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Inversely estimating temperature sensitivity of soil carbon decomposition by assimilating a turnover model and long-term field data

Soil Biology and Biochemistry
Publication Date
DOI: 10.1016/j.soilbio.2011.11.005
  • Soil Organic Carbon
  • Decomposition Rate
  • Temperature Sensitivity
  • Turnover Model
  • Long-Term Field Experiment
  • Data Assimilation
  • Particle Filter
  • Metropolis-Hasting Algorithm
  • Computer Science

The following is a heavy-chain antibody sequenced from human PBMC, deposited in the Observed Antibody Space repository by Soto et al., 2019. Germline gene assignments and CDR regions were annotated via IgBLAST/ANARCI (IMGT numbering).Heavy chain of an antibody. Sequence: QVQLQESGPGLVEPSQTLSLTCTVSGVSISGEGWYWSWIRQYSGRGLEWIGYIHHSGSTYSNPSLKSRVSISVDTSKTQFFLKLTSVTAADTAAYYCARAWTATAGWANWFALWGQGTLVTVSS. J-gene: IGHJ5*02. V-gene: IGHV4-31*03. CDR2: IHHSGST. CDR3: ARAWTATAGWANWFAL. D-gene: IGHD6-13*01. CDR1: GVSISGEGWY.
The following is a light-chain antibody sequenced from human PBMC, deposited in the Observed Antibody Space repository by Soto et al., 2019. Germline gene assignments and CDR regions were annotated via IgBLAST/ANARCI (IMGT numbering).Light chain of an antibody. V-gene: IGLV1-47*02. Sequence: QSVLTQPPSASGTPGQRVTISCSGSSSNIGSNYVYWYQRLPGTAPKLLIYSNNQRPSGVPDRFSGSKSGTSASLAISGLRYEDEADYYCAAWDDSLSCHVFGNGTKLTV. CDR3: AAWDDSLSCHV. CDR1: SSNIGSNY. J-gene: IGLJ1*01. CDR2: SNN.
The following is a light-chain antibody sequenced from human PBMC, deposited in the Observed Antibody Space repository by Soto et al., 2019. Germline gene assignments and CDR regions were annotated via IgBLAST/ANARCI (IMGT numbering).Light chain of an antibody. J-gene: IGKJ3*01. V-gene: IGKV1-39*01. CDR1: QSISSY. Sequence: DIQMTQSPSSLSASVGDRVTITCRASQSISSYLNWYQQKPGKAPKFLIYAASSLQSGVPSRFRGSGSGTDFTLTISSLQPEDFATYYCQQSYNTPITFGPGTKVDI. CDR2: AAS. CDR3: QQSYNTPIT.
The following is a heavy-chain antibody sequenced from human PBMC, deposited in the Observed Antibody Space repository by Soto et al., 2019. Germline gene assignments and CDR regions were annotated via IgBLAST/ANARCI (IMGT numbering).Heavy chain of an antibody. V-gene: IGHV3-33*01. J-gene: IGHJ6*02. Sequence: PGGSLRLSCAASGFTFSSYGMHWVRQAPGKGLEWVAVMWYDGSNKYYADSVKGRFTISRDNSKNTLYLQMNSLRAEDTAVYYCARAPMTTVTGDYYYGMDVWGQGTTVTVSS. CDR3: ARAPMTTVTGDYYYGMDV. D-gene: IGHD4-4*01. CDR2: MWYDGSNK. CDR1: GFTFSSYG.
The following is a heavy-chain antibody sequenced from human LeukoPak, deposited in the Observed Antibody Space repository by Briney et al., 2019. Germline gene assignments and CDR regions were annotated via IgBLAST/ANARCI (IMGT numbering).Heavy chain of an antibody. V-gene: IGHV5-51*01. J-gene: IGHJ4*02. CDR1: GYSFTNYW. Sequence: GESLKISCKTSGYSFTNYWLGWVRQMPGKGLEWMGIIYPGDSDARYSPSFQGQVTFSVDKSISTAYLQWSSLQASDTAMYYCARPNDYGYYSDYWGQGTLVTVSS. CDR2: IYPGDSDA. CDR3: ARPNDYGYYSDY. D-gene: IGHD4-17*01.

Abstract Change in temperature sensitivity of soil organic carbon (SOC) decomposition with change in soil qualities (i.e. decomposability or lability) is one of the most important issues to be evaluated for projection of future CO 2 emissions from soils. We inversely estimated the temperature sensitivity of SOC decomposition rate by applying a hybrid of the Metropolis-Hasting algorithm and the particle filter method to the extended Rothamsted carbon model (RothC), together with long-term (9 years) experimental data on SOC obtained at five sites in Japanese upland soils. Contrary to the prediction of the Arrhenius kinetics theory, we found no significant differences in temperature sensitivity among soils with different qualities (represented as soil compartments in the RothC model). We also confirmed that there was a positive correlation between the relative temperature sensitivity of the humus compartment and future total CO 2 emissions. The RothC model with default parameterization tended to overestimate future total CO 2 emissions relative to the calibrated model, and the degree of overestimation was larger than that of underestimation.

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